212 pages, Tabs
When disaster strikes in cities the effects can be catastrophic compared to other environments. But what factors actually determine the vulnerability or resilience of cities? The Vulnerability of Cities fills a vital gap in disaster studies by examining the too-often overlooked impact of disasters on cities, the conditions leading to high losses from urban disasters and why some households and communities withstand disaster more effectively than others.
Mark Pelling takes a fresh look at the literature on disasters and urbanization in light of recent catastrophes. He presents three detailed studies of cities in the global South, drawn from countries with contrasting political and developmental contexts: Bridgetown, Barbados - a liberal democracy; Georgetown, Guyana - a post socialist-state; and Santo Domingo, Dominican Republic - an authoritarian state in democratic transition.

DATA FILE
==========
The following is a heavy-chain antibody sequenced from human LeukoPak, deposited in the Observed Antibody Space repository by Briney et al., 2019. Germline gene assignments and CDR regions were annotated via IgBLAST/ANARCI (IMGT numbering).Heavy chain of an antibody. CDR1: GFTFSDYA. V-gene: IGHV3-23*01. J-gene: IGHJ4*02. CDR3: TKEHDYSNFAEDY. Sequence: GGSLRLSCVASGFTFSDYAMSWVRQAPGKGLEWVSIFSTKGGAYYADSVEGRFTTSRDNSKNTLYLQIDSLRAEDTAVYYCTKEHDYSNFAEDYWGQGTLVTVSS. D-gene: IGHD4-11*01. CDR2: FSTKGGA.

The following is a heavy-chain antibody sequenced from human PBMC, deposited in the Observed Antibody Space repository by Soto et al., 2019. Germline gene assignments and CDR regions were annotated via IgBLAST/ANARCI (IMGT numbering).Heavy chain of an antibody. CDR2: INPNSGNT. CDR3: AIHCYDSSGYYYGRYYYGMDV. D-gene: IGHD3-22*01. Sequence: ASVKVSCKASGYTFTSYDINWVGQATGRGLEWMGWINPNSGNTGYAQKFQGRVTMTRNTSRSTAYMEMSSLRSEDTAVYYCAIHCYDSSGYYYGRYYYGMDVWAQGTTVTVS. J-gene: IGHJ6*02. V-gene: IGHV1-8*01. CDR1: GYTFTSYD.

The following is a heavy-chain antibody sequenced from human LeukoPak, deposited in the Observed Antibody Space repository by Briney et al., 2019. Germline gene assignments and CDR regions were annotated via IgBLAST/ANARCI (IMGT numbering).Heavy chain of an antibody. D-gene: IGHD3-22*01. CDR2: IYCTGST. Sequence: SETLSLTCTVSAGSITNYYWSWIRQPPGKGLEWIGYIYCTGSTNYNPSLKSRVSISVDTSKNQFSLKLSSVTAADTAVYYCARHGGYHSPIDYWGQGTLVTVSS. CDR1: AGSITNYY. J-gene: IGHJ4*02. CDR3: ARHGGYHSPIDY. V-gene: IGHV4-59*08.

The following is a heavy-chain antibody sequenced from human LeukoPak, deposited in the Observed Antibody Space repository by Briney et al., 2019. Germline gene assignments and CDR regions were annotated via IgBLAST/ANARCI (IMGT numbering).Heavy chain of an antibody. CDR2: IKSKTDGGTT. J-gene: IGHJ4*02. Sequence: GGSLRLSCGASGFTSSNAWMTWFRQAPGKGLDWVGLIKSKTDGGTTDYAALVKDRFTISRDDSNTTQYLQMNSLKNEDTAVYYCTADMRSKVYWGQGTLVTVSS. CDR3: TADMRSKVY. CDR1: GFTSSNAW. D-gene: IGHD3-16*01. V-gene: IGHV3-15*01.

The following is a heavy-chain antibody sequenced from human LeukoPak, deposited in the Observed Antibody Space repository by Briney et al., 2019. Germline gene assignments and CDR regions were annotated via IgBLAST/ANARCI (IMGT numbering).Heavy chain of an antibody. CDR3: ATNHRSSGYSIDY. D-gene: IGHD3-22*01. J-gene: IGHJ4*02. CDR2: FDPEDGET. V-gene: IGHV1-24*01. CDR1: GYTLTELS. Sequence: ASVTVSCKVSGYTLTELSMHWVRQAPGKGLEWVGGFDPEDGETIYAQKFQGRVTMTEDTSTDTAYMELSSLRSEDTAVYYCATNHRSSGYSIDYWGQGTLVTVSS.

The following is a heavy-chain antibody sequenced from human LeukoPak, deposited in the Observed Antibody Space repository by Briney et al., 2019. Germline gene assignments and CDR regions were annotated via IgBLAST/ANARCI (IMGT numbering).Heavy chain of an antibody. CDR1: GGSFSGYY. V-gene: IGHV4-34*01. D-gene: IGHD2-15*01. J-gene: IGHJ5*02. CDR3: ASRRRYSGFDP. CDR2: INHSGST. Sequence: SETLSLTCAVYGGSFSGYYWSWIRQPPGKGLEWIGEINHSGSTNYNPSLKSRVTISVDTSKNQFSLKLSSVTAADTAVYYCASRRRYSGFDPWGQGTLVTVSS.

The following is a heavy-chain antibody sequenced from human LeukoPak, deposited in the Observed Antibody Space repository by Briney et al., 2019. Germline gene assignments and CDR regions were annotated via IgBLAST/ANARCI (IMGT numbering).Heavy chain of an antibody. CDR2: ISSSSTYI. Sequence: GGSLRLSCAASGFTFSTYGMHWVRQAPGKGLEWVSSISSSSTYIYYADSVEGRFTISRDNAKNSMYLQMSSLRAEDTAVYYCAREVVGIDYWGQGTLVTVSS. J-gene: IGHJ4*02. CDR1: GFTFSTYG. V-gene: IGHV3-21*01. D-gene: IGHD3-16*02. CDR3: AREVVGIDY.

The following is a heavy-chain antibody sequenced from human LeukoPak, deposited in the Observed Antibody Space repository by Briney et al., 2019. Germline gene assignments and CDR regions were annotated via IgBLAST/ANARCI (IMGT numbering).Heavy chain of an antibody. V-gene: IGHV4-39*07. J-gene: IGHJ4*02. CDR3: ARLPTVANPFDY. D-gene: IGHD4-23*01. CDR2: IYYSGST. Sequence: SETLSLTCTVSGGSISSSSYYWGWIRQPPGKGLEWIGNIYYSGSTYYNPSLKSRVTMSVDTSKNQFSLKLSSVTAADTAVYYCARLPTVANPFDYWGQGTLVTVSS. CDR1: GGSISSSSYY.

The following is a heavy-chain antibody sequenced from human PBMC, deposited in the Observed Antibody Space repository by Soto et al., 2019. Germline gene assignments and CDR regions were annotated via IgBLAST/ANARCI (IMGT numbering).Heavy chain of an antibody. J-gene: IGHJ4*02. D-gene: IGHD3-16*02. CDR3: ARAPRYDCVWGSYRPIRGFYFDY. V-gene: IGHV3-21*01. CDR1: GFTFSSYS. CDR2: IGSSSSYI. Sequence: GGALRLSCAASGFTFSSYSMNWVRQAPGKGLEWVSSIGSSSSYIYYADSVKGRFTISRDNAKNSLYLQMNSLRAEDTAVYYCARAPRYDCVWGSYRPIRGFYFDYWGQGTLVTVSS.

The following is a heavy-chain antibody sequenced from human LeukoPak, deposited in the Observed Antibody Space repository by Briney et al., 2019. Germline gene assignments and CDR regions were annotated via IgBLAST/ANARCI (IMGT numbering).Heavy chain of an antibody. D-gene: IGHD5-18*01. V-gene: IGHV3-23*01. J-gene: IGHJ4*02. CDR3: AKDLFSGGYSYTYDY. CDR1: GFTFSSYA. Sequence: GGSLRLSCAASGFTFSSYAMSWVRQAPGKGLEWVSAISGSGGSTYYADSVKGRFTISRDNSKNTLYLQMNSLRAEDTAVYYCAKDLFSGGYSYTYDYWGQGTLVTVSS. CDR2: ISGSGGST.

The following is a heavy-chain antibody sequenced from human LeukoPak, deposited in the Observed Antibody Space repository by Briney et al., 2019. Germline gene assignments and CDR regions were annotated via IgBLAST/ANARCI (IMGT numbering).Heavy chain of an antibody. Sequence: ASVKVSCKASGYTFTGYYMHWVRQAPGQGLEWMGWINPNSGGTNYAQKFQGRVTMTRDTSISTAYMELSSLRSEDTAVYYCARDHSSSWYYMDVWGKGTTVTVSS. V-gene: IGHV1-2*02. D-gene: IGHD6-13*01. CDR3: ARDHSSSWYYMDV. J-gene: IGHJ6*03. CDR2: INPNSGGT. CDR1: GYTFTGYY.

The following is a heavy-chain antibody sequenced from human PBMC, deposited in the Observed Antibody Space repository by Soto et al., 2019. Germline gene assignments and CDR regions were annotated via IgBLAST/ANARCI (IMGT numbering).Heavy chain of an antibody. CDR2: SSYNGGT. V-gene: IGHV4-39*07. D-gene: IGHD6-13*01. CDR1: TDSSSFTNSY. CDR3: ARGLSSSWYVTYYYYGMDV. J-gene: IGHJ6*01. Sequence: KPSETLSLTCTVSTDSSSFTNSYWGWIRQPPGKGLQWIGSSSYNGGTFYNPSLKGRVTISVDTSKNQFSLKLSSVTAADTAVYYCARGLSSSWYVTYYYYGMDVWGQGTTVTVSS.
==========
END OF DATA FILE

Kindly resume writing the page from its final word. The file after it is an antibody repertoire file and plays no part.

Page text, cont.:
'An ambitious book.' Open House International 'This thought-provoking book can be seen as a foundation stone for a new research agenda.' Journal of International Development 'Pelling has provided another compelling argument against the naturalness of natural disasters...a study that is both comprehensive in its review of theory, varied in its selection of case studies, and concise in their representation on the printed page..' The Geographical Journal 'A valuable addition to the natural hazard literature.' Geographical Association '...a welcome addition to the literature on urban disaster' Journal of Environmental Planning and Management May 2004 '...a readable and rewarding book that should prove as genuinely useful to those working in disaster preparedness as to academics' Journal of Environmental Planning and Management May 2004
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